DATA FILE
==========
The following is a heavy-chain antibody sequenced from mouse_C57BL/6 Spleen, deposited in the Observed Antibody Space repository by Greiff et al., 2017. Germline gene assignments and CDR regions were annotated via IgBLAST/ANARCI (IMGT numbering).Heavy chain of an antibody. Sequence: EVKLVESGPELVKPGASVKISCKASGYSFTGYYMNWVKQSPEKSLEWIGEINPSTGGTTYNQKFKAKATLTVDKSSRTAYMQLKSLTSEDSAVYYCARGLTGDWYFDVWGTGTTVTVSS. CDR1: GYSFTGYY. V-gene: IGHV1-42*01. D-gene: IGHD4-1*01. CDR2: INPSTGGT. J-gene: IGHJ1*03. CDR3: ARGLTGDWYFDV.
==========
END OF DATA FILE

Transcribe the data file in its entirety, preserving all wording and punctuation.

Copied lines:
The following is a heavy-chain antibody sequenced from mouse_C57BL/6 Spleen, deposited in the Observed Antibody Space repository by Greiff et al., 2017. Germline gene assignments and CDR regions were annotated via IgBLAST/ANARCI (IMGT numbering).Heavy chain of an antibody. Sequence: EVKLVESGPELVKPGASVKISCKASGYSFTGYYMNWVKQSPEKSLEWIGEINPSTGGTTYNQKFKAKATLTVDKSSRTAYMQLKSLTSEDSAVYYCARGLTGDWYFDVWGTGTTVTVSS. CDR1: GYSFTGYY. V-gene: IGHV1-42*01. D-gene: IGHD4-1*01. CDR2: INPSTGGT. J-gene: IGHJ1*03. CDR3: ARGLTGDWYFDV.